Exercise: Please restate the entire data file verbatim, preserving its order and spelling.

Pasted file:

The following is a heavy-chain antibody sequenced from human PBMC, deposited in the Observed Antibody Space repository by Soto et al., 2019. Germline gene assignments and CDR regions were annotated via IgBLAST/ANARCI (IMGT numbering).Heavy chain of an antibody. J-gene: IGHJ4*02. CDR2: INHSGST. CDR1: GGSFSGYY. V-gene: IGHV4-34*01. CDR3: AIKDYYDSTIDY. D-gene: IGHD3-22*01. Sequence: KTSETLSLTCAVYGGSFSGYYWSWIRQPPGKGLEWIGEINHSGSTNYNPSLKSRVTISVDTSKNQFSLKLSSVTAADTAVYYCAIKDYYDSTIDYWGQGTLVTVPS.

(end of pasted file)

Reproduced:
The following is a heavy-chain antibody sequenced from human PBMC, deposited in the Observed Antibody Space repository by Soto et al., 2019. Germline gene assignments and CDR regions were annotated via IgBLAST/ANARCI (IMGT numbering).Heavy chain of an antibody. J-gene: IGHJ4*02. CDR2: INHSGST. CDR1: GGSFSGYY. V-gene: IGHV4-34*01. CDR3: AIKDYYDSTIDY. D-gene: IGHD3-22*01. Sequence: KTSETLSLTCAVYGGSFSGYYWSWIRQPPGKGLEWIGEINHSGSTNYNPSLKSRVTISVDTSKNQFSLKLSSVTAADTAVYYCAIKDYYDSTIDYWGQGTLVTVPS.